A Better Map of the Forest and the Trees

Now 18 months into the research program, the team has a collection of measurements from all four seasons of the northwest Atlantic. They have two more research expeditions planned for the summer and fall of 2011. And there are years of data crunching and analysis ahead to answer fundamental questions about how plankton will respond to a warming climate.

Some scientists have theorized that as air and ocean temperatures rise, productivity will decline because many of the better-known species grow best at temperatures that might be eclipsed. Warmer ocean temperatures also could increase the stratification, or layering, of the water column, which would inhibit the flow of nutrients up from the depths. Like land plants, plankton need nutrients to grow.

“In general, the global data we have shows a reduction in surface phytoplankton chlorophyll levels when surface ocean temperatures increase,” says Behrenfeld, “and an increase in chlorophyll when temperatures decrease.”

Using existing ocean measurements, several research groups have detected recent declines in phytoplankton growth and abundance. One analysis revealed a decline of 6 percent since the 1980s, with 70 percent of the change coming at high latitudes. That decline coincided with a global increase in sea surface temperatures of 0.2 degrees Celsius. Another analysis found that chlorophyll has declined in eight of ten ocean regions since 1899, with a global rate of decline of 1 percent per year.

Photograph of scientists Mike Novak and Veronica Lance in a lab aboard the Delaware 2.

NASA researchers Mike Novak (left) and Veronica Lance process water samples collected from different depths, providing a picture of phytoplankton populations and environmental conditions below the surface. (Photograph courtesy Jerry Prezioso, NOAA.)

But that doesn’t match the preliminary findings from Mulholland, Mannino, and Hyde, who are looking close-up view at the waters on the continental shelves—where climate variability and human disruptions are most intensely felt. In earlier studies from the Chesapeake Bay to Delaware Bay, Mulholland found phytoplankton productivity was higher than models said it should be. Likewise so far in CliVEC.

“Is productivity increasing? Is this eutrophication? Is it climate? Or have we just undersampled in the past?” Mulholland asks. “We really don’t know the direction that ocean productivity will take with climate change, and we don’t know enough about what is already out there.”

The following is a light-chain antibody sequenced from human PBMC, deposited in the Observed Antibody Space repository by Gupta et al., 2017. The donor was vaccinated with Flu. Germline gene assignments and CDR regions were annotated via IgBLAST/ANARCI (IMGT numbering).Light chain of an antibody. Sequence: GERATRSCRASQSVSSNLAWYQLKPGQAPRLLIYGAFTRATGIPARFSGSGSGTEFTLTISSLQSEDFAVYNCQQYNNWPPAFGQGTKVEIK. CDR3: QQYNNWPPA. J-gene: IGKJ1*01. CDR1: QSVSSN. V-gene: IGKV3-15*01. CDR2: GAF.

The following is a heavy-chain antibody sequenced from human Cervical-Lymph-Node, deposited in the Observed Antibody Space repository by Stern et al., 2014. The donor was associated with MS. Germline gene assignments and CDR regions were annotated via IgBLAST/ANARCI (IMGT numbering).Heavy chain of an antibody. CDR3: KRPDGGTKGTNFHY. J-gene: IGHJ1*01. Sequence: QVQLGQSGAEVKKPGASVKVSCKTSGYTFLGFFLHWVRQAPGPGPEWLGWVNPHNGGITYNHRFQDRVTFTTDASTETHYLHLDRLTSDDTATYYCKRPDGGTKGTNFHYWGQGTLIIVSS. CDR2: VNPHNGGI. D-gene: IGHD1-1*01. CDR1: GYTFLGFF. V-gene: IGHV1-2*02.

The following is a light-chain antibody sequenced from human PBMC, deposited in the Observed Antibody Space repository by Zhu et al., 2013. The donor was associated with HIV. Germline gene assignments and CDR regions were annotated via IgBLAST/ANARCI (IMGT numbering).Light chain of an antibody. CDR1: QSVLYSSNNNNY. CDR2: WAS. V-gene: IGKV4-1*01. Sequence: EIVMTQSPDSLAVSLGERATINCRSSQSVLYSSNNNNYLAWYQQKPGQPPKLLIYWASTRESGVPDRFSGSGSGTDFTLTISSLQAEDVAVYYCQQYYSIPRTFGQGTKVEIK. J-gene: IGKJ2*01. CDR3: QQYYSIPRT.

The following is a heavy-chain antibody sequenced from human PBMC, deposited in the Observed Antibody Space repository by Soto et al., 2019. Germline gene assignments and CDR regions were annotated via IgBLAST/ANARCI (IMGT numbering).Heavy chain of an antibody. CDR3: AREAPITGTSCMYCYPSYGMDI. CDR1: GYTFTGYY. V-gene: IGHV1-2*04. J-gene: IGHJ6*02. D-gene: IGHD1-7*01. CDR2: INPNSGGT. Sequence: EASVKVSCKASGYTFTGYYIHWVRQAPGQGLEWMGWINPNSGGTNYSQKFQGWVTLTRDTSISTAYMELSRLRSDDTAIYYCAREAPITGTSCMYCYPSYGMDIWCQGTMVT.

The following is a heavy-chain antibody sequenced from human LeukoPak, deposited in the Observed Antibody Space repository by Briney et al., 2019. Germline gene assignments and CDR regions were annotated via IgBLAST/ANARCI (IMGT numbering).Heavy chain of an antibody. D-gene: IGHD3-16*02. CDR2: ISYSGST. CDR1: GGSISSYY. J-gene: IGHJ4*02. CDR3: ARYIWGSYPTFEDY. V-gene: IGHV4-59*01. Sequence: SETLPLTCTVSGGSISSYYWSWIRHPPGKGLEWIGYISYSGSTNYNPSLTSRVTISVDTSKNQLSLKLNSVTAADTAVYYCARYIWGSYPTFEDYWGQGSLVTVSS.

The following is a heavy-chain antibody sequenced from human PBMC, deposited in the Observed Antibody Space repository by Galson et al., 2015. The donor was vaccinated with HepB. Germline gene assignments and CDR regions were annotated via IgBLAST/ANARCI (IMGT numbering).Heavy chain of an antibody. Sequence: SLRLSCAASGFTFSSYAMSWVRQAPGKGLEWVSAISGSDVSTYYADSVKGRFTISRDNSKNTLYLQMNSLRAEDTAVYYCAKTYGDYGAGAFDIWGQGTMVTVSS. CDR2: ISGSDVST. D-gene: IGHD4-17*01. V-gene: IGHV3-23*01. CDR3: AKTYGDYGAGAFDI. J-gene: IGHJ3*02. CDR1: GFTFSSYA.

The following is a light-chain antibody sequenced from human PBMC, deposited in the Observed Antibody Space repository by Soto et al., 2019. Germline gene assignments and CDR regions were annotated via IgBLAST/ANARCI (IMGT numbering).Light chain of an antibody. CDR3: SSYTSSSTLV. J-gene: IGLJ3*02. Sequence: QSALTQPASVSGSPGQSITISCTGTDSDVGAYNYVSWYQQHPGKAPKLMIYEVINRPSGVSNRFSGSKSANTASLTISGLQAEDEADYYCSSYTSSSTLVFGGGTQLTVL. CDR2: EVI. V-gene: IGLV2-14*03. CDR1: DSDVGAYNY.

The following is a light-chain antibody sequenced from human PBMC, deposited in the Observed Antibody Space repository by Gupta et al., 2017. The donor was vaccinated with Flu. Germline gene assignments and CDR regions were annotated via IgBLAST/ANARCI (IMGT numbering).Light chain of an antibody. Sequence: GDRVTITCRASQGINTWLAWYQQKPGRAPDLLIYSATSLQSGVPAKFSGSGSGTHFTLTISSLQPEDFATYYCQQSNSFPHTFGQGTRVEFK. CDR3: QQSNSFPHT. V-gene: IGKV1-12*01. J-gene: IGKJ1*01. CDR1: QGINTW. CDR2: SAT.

“More carbon dioxide will make the ocean more acidic. Will that stimulate the growth of some phytoplankton while reducing that of others?” she adds. “If productivity is stimulated, will it be the types of algae that fuel the fisheries we want?”

More carbon might mean more cyanobacteria or more harmful algal blooms. It might mean new species come to dominate regions that once were balanced by other species.

“The major challenge in the study of ocean productivity is the characterization of physiological variability,” said Behrenfeld. “In other words, how ‘healthy’ are the phytoplankton? How fast are they growing? What conditions are they acclimated to?”

The global view of the oceans is important. But like so much else in climate science, it’s now time to examine the local expressions of global changes. Each coastal system has some similarities, but each is also unique.

Photograph of sunset from the deck of the Delaware 2.

As the Sun sets on the Delaware II. and CliVEC field work, it is just rising on the effort to turn observations into a new day for satellite ocean sensors. (Photograph courtesy Michael Novak, NASA.)

By satellite and by sea, Mannino and Mulholland want to focus science more clearly on the regional views of ocean productivity. And they are prepared to keep riding into rough seas to get that view.

Funding for this research was provided by NASA, with NOAA providing support through ship time on the Delaware II in conjunction with the EcoMon program.

  1. References

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